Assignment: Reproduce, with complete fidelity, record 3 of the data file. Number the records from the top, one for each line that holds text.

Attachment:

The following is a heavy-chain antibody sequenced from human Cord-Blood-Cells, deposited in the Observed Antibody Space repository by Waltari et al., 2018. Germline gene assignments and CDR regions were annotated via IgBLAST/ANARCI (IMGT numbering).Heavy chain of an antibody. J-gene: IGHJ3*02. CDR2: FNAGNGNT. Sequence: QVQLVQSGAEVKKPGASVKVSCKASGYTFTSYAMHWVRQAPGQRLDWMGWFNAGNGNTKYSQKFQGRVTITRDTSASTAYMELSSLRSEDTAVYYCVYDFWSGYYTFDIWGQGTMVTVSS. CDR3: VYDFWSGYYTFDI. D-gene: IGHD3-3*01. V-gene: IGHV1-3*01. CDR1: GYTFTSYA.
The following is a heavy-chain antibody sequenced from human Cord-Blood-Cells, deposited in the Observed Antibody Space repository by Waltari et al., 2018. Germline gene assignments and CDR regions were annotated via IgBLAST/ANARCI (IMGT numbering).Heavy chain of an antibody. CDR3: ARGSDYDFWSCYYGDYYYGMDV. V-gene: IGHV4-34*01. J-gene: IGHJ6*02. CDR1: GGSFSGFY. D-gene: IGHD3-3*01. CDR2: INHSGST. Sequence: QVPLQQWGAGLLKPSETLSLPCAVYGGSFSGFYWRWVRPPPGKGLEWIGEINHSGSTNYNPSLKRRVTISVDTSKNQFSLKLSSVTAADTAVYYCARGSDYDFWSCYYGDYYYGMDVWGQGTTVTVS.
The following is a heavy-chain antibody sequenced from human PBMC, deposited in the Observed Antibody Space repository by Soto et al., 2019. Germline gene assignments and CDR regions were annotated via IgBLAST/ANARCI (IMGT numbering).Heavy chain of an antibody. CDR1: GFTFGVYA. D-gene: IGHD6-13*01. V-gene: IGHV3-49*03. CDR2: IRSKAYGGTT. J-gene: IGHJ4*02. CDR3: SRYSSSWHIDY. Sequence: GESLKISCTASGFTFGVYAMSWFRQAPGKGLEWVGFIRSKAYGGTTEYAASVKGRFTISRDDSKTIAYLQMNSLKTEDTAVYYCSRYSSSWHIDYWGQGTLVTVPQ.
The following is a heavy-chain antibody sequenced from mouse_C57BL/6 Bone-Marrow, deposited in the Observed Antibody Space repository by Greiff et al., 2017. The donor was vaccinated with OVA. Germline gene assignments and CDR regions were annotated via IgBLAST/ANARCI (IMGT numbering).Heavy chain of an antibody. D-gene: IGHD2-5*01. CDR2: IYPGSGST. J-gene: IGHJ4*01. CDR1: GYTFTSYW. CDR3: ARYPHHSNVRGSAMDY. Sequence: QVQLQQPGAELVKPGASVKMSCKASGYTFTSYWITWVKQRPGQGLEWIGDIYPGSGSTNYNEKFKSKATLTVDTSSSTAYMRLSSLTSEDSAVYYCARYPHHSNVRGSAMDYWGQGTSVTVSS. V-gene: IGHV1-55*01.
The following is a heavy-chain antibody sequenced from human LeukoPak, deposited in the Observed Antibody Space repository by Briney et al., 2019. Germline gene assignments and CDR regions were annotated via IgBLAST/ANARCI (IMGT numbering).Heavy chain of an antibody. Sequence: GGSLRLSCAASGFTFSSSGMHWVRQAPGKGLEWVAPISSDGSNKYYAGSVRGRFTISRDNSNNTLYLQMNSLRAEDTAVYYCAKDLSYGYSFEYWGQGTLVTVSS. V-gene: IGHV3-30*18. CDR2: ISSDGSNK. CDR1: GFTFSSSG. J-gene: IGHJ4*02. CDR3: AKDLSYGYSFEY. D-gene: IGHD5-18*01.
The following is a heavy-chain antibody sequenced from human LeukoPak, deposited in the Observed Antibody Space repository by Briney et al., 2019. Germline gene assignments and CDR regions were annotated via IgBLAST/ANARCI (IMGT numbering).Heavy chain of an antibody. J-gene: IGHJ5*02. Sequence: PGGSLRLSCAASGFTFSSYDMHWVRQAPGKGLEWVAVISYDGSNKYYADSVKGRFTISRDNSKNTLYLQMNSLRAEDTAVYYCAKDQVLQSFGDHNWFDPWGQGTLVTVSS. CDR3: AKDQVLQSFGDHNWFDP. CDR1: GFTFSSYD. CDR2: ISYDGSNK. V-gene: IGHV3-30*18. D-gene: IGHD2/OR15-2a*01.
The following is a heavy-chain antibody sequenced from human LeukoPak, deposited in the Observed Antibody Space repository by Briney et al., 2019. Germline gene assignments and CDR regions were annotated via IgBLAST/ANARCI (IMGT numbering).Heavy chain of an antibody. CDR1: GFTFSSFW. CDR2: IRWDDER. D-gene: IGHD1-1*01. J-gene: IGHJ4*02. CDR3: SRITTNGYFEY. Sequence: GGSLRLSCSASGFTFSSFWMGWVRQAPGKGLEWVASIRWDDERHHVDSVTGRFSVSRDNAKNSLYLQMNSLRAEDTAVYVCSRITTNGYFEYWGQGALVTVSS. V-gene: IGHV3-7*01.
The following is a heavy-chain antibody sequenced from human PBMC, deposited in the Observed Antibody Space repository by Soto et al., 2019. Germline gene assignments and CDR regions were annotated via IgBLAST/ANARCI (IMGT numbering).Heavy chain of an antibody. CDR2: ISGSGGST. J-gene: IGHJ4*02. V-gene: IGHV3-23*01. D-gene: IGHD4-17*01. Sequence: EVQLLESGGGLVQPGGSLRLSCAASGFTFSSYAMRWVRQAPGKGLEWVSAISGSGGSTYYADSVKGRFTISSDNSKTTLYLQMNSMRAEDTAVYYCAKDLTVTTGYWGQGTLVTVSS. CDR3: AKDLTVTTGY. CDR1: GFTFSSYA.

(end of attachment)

The following is a heavy-chain antibody sequenced from human PBMC, deposited in the Observed Antibody Space repository by Soto et al., 2019. Germline gene assignments and CDR regions were annotated via IgBLAST/ANARCI (IMGT numbering).Heavy chain of an antibody. CDR1: GFTFGVYA. D-gene: IGHD6-13*01. V-gene: IGHV3-49*03. CDR2: IRSKAYGGTT. J-gene: IGHJ4*02. CDR3: SRYSSSWHIDY. Sequence: GESLKISCTASGFTFGVYAMSWFRQAPGKGLEWVGFIRSKAYGGTTEYAASVKGRFTISRDDSKTIAYLQMNSLKTEDTAVYYCSRYSSSWHIDYWGQGTLVTVPQ.